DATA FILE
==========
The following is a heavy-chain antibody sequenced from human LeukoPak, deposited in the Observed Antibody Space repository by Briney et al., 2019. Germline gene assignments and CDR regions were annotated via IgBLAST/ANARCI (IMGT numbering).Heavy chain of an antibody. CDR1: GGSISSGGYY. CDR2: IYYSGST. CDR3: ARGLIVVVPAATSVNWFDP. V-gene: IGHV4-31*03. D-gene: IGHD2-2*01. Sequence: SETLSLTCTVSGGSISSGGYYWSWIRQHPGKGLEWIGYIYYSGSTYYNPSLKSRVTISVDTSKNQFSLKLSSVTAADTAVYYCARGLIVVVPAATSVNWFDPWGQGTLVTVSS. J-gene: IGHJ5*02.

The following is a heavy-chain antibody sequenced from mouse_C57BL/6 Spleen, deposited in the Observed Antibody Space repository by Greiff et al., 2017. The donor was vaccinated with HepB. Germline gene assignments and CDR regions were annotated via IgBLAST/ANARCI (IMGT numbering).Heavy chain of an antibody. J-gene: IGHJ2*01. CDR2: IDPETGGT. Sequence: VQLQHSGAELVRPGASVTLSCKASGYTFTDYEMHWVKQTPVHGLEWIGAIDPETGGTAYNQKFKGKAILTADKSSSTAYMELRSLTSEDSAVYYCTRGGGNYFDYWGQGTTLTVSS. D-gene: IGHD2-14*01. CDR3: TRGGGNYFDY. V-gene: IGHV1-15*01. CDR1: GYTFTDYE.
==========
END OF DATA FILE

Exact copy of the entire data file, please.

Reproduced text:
The following is a heavy-chain antibody sequenced from human LeukoPak, deposited in the Observed Antibody Space repository by Briney et al., 2019. Germline gene assignments and CDR regions were annotated via IgBLAST/ANARCI (IMGT numbering).Heavy chain of an antibody. CDR1: GGSISSGGYY. CDR2: IYYSGST. CDR3: ARGLIVVVPAATSVNWFDP. V-gene: IGHV4-31*03. D-gene: IGHD2-2*01. Sequence: SETLSLTCTVSGGSISSGGYYWSWIRQHPGKGLEWIGYIYYSGSTYYNPSLKSRVTISVDTSKNQFSLKLSSVTAADTAVYYCARGLIVVVPAATSVNWFDPWGQGTLVTVSS. J-gene: IGHJ5*02.

The following is a heavy-chain antibody sequenced from mouse_C57BL/6 Spleen, deposited in the Observed Antibody Space repository by Greiff et al., 2017. The donor was vaccinated with HepB. Germline gene assignments and CDR regions were annotated via IgBLAST/ANARCI (IMGT numbering).Heavy chain of an antibody. J-gene: IGHJ2*01. CDR2: IDPETGGT. Sequence: VQLQHSGAELVRPGASVTLSCKASGYTFTDYEMHWVKQTPVHGLEWIGAIDPETGGTAYNQKFKGKAILTADKSSSTAYMELRSLTSEDSAVYYCTRGGGNYFDYWGQGTTLTVSS. D-gene: IGHD2-14*01. CDR3: TRGGGNYFDY. V-gene: IGHV1-15*01. CDR1: GYTFTDYE.